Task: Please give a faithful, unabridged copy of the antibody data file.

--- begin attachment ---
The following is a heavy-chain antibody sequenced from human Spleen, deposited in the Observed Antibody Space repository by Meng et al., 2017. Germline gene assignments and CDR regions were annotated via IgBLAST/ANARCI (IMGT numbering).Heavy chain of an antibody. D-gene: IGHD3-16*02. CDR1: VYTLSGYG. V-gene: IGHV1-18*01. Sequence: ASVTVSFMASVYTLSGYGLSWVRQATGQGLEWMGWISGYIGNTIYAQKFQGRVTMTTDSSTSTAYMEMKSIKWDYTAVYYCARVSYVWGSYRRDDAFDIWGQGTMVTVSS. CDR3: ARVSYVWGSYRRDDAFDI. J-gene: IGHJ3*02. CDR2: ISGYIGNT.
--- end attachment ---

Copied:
The following is a heavy-chain antibody sequenced from human Spleen, deposited in the Observed Antibody Space repository by Meng et al., 2017. Germline gene assignments and CDR regions were annotated via IgBLAST/ANARCI (IMGT numbering).Heavy chain of an antibody. D-gene: IGHD3-16*02. CDR1: VYTLSGYG. V-gene: IGHV1-18*01. Sequence: ASVTVSFMASVYTLSGYGLSWVRQATGQGLEWMGWISGYIGNTIYAQKFQGRVTMTTDSSTSTAYMEMKSIKWDYTAVYYCARVSYVWGSYRRDDAFDIWGQGTMVTVSS. CDR3: ARVSYVWGSYRRDDAFDI. J-gene: IGHJ3*02. CDR2: ISGYIGNT.